An Endzeitgeist.com review
This little pdf clocks in at 5 pages, 1 page front cover, 1 page editorial, 1 page back cover, leaving us with 2 pages of content, so let’s take a look!
This is essentially system neutral, sporting no rules-relevant components, but the supplement obviously works bets in quasi-medieval settings.
Now, if you’re even halfway familiar with the history of the penal system, you will know that, at one point, we realized that basing a penal system solely on corporeal punishment, instead of focusing on reeducation and rehabilitation, would in the long run hurt society. I’m not going to bore you with a summary of Foucault’s Surveiller et Punir (Discipline and Punish), as pretty much every freshman gets to at least read a summary at one point; just let it be known that executions and corporeal punishment were routed in parts in the Christian notion of the world being a valley of tears to cross for a better afterlife – a notion we have thankfully, mostly, managed to at least lessen, courtesy of the wonderful advances of modern life.
However, in fantasy gaming, this notion does indeed ring true – because it kinda is. Particularly if your world is pretty grim and down to earth, the medieval notion of life being short, painful and something to be endured while people die like flies makes sense. That being said, beyond the spectacle of execution, the executioner himself, much like butchers and those working on leather, traditionally were rather shunned. When, after a lifetime of diligent service, Nuremberg’s Meister Franz Schmidt managed to gain citizenship rights in the city, that was a truly impressive achievement. As an aside, I have read his journals (he taught himself to write), which are still available for insight in Bavaria, and they are worth reading. For the less academically-bent, I can wholeheartedly recommend “The Faithful Executioner” by Joel F. Harrington for insight into the profession and this fascinating character, but I digress.
Unlike cities, most communities and villages had no resident executioners, often requiring that these folk travel through the rather unsafe roads from place to place, or sporting singular hangman’s cottages between the settlements, so that no settlement would have to necessarily count the hangman as one of its denizens. This pdf depicts one such rural set-up, with a hand-drawn full-color map (sans squares or other indicators of scale) depicting the execution site, the home of the executioner, as well as the little industry that sprang up around it: We learn about a baker selling bread on execution days, about an enterprising gentleman selling the ostensibly magical hair of the hanged, and about a tavern that has sprang up to cater to the folks that come to gawk. The nearby fields of the corrupt are where the executed are then buried in unmarked graves. Nearby creeks and woods are also explained, and 5 miscellaneous assorted facts provide further food for thought for the GM.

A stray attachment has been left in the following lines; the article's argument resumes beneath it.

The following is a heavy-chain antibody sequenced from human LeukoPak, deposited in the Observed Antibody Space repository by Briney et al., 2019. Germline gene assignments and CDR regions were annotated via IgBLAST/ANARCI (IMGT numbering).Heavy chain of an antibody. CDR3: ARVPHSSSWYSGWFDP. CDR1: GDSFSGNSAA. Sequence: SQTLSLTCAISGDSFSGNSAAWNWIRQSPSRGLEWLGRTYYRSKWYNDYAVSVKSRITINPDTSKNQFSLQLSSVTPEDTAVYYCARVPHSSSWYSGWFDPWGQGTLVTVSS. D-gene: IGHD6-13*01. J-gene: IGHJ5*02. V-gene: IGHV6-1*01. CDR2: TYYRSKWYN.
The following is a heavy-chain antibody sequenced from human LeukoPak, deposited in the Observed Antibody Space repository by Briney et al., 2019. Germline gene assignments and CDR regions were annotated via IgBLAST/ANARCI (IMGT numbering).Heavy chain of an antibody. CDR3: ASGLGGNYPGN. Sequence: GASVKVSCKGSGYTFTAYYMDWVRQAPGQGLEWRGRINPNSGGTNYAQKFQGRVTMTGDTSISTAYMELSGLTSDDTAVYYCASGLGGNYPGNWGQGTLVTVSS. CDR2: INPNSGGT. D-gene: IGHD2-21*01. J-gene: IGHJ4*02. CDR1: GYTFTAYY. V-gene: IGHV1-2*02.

Editing and formatting are pretty good on a formal level. Layout adheres to a no-frills two-column b/w-standard and manages to cram quite a lot of content on the one page. The map provided is nice, and while it does sport names for the depicted locales, no immersion-breaking numbers are provided. Big plus! The pdf has no bookmarks, but needs none at this length.
Tim Shorts is up to his A-game here. This humble pdf is fun, evocative and cool. While I really wished that Tim Shorts had spent a full-sized book on the subject matter and its vast, mostly untapped potential, this pdf provided a fun supplement. It’s not a pdf that will change your life, but it does its intended job well – as a PWYW-pdf, this is certainly worth leaving a tip! My final verdict will hence clock in at 4 stars.